Article III described five punishable forms of the crime of genocide: genocide; conspiracy, incitement, attempt and complicity.
Excerpt from the Convention on the Prevention and
Punishment of Genocide (For full text click here)
It is a crime to plan or incite genocide, even before killing starts, and to aid or abet genocide: Criminal acts include conspiracy, direct and public incitement, attempts to commit genocide, and complicity in genocide.
Punishable Acts The following are genocidal acts when committed as part of a policy to destroy a groups existence:
Killing members of the group includes direct killing and actions causing death.
Causing serious bodily or mental harm includes inflicting trauma on members of the group through widespread torture, rape, sexual violence, forced or coerced use of drugs, and mutilation.
Deliberately inflicting conditions of life calculated
to destroy a group includes the deliberate deprivation of resources
needed for the groups physical survival, such as clean water, food,
clothing, shelter or medical services. Deprivation of the means to sustain
life can be imposed through confiscation of harvests, blockade of foodstuffs,
detention in camps, forcible relocation or expulsion into deserts.
The law protects four groups - national, ethnical, racial or religious groups.
A national group means a set of individuals whose identity is defined by a common country of nationality or national origin.
An ethnical group is a set of individuals whose identity is defined by common cultural traditions, language or heritage.
A racial group means a set of individuals whose identity is defined by physical characteristics.
A religious group is a set of individuals whose identity is defined by common religious creeds, beliefs, doctrines, practices, or rituals.
The crime of genocide has two elements: intent and action. Intentional means purposeful. Intent can be proven directly from statements or orders. But more often, it must be inferred from a systematic pattern of coordinated acts.
Intent is different from motive. Whatever may be the motive for the crime (land expropriation, national security, territorrial integrity, etc.), if the perpetrators commit acts intended to destroy a group, even part of a group, it is genocide.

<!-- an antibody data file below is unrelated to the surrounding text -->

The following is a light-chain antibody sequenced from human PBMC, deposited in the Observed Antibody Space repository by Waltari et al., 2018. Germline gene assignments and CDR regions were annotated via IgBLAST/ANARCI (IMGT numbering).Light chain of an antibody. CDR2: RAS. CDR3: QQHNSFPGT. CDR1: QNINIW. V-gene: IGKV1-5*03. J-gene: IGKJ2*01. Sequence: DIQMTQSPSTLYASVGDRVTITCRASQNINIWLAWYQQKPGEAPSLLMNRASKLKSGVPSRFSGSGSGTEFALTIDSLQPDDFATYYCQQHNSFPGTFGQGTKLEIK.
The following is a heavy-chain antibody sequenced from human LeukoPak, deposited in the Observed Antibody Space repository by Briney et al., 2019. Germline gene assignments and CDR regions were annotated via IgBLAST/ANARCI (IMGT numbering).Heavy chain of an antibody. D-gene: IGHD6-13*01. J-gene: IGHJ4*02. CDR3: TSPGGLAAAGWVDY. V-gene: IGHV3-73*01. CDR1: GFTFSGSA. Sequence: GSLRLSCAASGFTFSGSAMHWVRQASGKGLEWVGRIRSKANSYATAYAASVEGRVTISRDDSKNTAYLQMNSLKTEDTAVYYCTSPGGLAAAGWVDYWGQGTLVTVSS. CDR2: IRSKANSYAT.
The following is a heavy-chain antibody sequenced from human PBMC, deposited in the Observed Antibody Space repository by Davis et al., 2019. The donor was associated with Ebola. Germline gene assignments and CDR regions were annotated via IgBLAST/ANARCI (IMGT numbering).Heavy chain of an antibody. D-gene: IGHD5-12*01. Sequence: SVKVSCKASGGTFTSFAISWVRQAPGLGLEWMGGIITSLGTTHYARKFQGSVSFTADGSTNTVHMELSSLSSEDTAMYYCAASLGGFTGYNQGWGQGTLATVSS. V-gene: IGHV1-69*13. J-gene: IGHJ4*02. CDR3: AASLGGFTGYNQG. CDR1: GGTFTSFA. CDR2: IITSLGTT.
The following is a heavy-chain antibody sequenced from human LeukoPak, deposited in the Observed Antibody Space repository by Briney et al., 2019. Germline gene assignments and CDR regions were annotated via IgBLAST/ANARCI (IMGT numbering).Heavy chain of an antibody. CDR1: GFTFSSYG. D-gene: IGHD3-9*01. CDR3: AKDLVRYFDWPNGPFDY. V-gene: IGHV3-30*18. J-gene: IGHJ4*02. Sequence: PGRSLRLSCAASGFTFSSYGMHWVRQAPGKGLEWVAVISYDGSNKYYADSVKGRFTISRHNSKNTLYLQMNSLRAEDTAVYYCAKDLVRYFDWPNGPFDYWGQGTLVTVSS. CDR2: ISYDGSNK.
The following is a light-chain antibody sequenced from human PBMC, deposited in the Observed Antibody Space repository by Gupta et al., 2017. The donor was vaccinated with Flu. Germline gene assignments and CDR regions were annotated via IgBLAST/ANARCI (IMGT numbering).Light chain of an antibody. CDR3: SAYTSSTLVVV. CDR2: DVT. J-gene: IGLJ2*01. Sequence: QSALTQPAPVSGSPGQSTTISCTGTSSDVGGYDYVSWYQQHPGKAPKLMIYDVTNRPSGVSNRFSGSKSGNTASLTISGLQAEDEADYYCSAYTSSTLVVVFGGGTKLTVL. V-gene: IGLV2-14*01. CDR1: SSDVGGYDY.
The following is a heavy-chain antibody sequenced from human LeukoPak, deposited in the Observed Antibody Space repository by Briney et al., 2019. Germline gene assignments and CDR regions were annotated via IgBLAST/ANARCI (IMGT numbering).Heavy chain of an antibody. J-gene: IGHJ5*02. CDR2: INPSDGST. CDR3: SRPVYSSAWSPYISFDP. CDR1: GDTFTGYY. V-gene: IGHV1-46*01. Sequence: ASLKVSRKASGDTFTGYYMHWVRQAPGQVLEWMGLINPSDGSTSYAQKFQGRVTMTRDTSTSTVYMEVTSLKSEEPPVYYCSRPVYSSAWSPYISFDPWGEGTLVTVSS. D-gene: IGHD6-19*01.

The phrase "in whole or in part" is important. Perpetrators need not intend to destroy the entire group. Destruction of only part of a group (such as its educated members, or members living in one region) is also genocide. Most authorities require intent to destroy a substantial number of group members mass murder. But an individual criminal may be guilty of genocide even if he kills only one person, so long as he knew he was participating in a larger plan to destroy the group.
Kofi Annan's April 7, 2004 Action Plan to Prevent Genocide On the 10th anniversary of the 1994 Genocide In Rwanda, Annn announced his Action Plan and announced the future appointment of a Special Advisor on Genocide Prevention.
Kofi Annan's Stockholm Genocide Prevention Proposals, January 26, 2004 In Stockholm, Sweden on January 26, 2004 UN Secretary-General Kofi Annan calls for parties to the Genocide Convention to establish a Genocide Prevention Committee
Ratification Status: 135 Nations are parties to the Genocide Convention, but 52 Nations are NOT, including Indonesia, Japan, Nigeria.
Article II was included without change in the Rome Statute of the International Criminal Court as Article 6 and also in the the Statutes of the International Criminal Tribunals for Rwanda and former Yugoslavia.
For a more detailed description of the crimes described in Article II (Rome Statute Article 6) see the Elements of the Crime of Genocide agreed upon by the International Criminal Court Preparatory Commission in June 2000.
Over 70 nations have made provisions for the punishment of genocide in domestic criminal law, sometimes modifying the legal definition. Prosecution of genocide in domestic courts is becoming more frequent.
The legal definition of genocide can be compared to five alternative definitions of genocide proposed by researchers and scholars Frank Chalk & Kurt Jonassohn, Israel Charny, Helen Fein, Barbara Harff & Ted Gurr and Steven Katz.
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